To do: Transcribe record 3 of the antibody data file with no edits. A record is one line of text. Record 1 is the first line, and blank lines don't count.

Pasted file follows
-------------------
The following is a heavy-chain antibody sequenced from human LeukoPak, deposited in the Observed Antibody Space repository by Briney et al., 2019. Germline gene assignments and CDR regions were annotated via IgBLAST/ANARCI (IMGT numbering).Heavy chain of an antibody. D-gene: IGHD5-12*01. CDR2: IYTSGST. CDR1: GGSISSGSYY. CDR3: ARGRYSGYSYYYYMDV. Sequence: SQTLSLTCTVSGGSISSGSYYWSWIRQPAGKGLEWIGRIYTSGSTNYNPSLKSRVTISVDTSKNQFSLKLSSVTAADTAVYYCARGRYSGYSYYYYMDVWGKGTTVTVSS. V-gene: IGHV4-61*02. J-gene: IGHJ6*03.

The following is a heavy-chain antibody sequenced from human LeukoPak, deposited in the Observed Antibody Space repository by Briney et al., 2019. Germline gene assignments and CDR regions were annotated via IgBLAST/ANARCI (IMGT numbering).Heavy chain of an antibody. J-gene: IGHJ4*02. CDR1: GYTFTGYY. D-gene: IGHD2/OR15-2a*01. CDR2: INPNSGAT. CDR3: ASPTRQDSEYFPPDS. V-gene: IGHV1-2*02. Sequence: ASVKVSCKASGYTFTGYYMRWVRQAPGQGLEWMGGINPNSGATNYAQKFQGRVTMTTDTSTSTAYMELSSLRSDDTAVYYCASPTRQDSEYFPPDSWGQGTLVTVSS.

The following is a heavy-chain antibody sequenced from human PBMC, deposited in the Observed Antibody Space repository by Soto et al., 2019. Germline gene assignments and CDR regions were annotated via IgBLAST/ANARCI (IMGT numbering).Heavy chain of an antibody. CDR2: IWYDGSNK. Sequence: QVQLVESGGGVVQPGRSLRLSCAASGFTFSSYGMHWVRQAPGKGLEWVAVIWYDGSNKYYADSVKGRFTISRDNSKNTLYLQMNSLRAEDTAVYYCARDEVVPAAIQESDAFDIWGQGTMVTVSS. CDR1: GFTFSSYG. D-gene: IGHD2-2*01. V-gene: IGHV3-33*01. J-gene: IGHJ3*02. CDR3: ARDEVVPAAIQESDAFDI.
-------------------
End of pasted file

The following is a heavy-chain antibody sequenced from human PBMC, deposited in the Observed Antibody Space repository by Soto et al., 2019. Germline gene assignments and CDR regions were annotated via IgBLAST/ANARCI (IMGT numbering).Heavy chain of an antibody. CDR2: IWYDGSNK. Sequence: QVQLVESGGGVVQPGRSLRLSCAASGFTFSSYGMHWVRQAPGKGLEWVAVIWYDGSNKYYADSVKGRFTISRDNSKNTLYLQMNSLRAEDTAVYYCARDEVVPAAIQESDAFDIWGQGTMVTVSS. CDR1: GFTFSSYG. D-gene: IGHD2-2*01. V-gene: IGHV3-33*01. J-gene: IGHJ3*02. CDR3: ARDEVVPAAIQESDAFDI.